Education_Haiti

Although school attendance has increased within the past several years, education in Haiti remains a problem. More than 200,000 Haitian children do not go to school, and half of Haiti’s adult population is illiterate.

Because most schools in Haiti are privately operated without government regulation, the cost of tuition is taxing. In many cases, students are forced to take a year or more off between grades because they can’t afford to continue. Joseph Woaly, an alumni of the Haitian school system, said he completed primary school at age 17 and secondary school at 25.

Other challenges persist. Even some of the newest institutions are not up to code. School buildings lack basic necessities such as clean water and working lavatories. According to education officials, much more funding is needed to continue plans for reforming education in Haiti.

As in most impoverished countries, women receive fewer opportunities than do men in Haiti. The World Bank estimates that a 1 percent increase in the number of women receiving education can increase a country’s financial growth by 0.3 percent.

In 2007, the World Bank and the Caribbean Development Bank started a tuition waiver program to help reform education in Haiti. The World Bank has allocated $24.1 million toward supporting the program from 2014 to 2017. The grant helps underprivileged families pay for the cost of primary school tuition and supplies.

This tuition supplementation program has enabled more children to enroll in school while simultaneously creating a need for more teachers, thus benefiting the Haitian job market. Unfortunately, most Haitian teachers are somewhat unqualified, having received little or no training.

Another effective initiative started in 2012. The Adolescent Girls Initiative (AGI) set out to reform education in Haiti by teaching young women the skills they need to obtain long-term employment. Technical trades are often geared toward males, but AGI challenged those stereotypes, training women in such trades as plumbing, construction, machinery and IT.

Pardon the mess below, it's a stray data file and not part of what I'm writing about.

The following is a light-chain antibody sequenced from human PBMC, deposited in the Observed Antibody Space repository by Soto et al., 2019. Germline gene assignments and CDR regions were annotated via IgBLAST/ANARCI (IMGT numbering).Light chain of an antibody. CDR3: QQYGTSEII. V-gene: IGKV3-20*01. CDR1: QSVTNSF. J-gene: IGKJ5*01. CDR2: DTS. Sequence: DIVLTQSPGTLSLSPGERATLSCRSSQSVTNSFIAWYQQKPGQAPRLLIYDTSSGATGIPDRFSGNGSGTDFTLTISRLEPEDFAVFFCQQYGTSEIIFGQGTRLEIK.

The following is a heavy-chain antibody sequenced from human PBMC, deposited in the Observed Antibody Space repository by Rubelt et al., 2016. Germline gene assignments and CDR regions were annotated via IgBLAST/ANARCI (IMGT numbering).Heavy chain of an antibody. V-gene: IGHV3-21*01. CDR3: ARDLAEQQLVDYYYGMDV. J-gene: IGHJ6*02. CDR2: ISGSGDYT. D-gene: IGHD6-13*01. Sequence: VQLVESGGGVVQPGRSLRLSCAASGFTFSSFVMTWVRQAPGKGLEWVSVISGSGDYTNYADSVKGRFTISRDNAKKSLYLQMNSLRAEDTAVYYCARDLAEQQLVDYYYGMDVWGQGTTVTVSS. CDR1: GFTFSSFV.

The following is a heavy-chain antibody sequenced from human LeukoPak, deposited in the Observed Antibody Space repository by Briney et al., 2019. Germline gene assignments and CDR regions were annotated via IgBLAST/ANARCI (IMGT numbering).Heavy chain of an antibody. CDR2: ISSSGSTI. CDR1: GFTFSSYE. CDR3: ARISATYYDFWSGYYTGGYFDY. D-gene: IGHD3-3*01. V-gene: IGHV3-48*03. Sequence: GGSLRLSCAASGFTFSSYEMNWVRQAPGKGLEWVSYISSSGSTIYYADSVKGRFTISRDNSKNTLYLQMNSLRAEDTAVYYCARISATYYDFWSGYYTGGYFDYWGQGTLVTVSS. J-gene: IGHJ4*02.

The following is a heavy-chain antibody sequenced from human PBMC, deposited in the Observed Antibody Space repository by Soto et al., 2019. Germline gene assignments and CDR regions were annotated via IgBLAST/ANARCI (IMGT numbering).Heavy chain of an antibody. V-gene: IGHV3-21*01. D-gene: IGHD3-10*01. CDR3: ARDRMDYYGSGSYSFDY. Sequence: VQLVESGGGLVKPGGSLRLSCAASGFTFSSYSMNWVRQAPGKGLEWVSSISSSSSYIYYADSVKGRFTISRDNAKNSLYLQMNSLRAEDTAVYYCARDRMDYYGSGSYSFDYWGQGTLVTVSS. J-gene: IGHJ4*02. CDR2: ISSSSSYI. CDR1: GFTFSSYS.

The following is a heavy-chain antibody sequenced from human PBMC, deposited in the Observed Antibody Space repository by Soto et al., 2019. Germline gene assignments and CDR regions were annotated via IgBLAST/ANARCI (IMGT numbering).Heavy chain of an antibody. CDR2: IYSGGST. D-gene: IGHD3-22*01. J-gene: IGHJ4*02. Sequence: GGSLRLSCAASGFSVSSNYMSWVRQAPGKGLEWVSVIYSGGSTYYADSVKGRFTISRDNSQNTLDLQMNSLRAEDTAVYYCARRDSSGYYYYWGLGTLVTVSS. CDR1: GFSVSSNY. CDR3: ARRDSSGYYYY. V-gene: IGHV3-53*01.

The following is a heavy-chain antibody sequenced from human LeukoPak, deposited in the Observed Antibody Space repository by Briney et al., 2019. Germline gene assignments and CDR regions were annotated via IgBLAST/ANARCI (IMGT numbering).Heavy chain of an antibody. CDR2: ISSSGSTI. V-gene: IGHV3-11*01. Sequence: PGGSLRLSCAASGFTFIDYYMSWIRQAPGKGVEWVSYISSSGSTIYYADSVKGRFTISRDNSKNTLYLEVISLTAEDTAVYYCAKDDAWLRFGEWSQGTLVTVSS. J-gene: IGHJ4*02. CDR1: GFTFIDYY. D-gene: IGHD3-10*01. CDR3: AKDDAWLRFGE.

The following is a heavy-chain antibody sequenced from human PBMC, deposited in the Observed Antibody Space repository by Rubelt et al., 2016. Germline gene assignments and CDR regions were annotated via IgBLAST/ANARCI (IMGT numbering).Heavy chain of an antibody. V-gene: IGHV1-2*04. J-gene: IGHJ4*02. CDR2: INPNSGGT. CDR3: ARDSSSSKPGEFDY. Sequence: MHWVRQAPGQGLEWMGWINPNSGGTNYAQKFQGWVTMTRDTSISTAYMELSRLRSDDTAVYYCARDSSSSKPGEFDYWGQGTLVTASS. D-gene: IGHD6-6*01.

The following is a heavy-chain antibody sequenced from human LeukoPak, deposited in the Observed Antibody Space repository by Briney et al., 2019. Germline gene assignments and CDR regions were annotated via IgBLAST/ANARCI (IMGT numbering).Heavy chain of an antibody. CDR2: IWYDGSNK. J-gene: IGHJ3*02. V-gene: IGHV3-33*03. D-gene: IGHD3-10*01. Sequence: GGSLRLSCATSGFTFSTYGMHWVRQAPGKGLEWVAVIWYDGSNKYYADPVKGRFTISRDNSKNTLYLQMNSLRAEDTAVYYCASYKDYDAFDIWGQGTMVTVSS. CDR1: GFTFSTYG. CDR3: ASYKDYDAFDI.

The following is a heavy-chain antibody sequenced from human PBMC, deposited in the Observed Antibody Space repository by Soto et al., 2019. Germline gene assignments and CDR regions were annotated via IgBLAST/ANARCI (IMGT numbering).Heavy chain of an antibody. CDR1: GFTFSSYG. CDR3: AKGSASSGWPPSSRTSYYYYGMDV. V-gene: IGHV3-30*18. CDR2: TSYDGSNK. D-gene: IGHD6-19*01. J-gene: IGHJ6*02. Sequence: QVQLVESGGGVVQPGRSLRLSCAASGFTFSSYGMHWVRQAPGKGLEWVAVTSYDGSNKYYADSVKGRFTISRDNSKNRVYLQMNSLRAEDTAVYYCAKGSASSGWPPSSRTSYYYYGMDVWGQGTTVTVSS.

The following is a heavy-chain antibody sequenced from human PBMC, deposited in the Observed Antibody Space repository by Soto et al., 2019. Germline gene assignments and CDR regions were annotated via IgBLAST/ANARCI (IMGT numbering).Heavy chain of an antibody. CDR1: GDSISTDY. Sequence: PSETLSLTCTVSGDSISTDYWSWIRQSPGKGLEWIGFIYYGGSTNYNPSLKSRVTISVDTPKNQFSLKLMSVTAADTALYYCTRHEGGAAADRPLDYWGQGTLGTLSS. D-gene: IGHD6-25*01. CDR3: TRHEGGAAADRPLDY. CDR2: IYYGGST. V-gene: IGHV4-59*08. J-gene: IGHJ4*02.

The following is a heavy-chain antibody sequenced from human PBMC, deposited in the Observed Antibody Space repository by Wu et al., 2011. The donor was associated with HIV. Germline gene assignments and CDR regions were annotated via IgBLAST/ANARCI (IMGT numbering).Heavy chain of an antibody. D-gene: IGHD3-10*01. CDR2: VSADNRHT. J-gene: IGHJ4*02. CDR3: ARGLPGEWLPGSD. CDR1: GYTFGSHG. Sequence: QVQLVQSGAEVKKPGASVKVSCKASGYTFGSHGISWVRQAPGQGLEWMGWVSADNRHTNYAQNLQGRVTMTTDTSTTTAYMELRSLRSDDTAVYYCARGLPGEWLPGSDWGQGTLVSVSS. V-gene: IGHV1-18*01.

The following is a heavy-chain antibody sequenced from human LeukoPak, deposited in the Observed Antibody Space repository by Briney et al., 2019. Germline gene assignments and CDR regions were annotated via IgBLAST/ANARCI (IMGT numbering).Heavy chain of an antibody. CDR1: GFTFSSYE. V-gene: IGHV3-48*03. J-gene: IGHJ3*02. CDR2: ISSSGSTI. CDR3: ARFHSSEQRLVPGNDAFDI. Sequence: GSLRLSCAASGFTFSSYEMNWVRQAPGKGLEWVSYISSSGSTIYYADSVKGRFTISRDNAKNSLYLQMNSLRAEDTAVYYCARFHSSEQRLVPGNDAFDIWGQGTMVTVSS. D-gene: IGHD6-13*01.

The development of soft skills like professionalism, self-esteem and leadership is also crucial to gaining and retaining a profession. AGI found that women who received training were more self-confident, developing better decision-making abilities and more optimistic outlooks for the future.

The United States Agency for International Development (USAID) has also taken a deep interest in reforming education in Haiti. The organization has actively worked with the Ministry of Education in Haiti to maximize donor resources and improve national literacy levels. Over the past five years, USAID has helped Haitian children learn how to read, providing them with 85,000 workbooks, 3,700 teacher guides and curricula meeting international standards. USAID also reformed 19 schools to cater to the needs of disabled children.

Last year the World Bank promoted the idea of transferring some private schools into the public sector, hoping to increase enrollment among children who still cannot afford school fees. No notable progress has been made toward this initiative. The Haitian government maintains that there is no funding available for the project now, nor will there be within the foreseeable future.

Amy Whitman

Photo: Flickr